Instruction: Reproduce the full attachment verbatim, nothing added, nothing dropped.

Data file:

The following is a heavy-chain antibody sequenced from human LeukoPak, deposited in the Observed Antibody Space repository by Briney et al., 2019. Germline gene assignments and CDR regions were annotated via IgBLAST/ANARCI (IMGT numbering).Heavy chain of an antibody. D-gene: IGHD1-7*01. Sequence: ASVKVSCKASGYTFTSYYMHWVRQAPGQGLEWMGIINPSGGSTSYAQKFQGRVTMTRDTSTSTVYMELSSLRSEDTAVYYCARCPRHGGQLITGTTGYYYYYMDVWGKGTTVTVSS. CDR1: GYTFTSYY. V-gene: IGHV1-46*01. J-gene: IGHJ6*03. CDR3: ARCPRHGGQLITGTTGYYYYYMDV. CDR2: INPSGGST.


The following is a heavy-chain antibody sequenced from human LeukoPak, deposited in the Observed Antibody Space repository by Briney et al., 2019. Germline gene assignments and CDR regions were annotated via IgBLAST/ANARCI (IMGT numbering).Heavy chain of an antibody. D-gene: IGHD1-7*01. Sequence: ASVKVSCKASGYTFTSYYMHWVRQAPGQGLEWMGIINPSGGSTSYAQKFQGRVTMTRDTSTSTVYMELSSLRSEDTAVYYCARCPRHGGQLITGTTGYYYYYMDVWGKGTTVTVSS. CDR1: GYTFTSYY. V-gene: IGHV1-46*01. J-gene: IGHJ6*03. CDR3: ARCPRHGGQLITGTTGYYYYYMDV. CDR2: INPSGGST.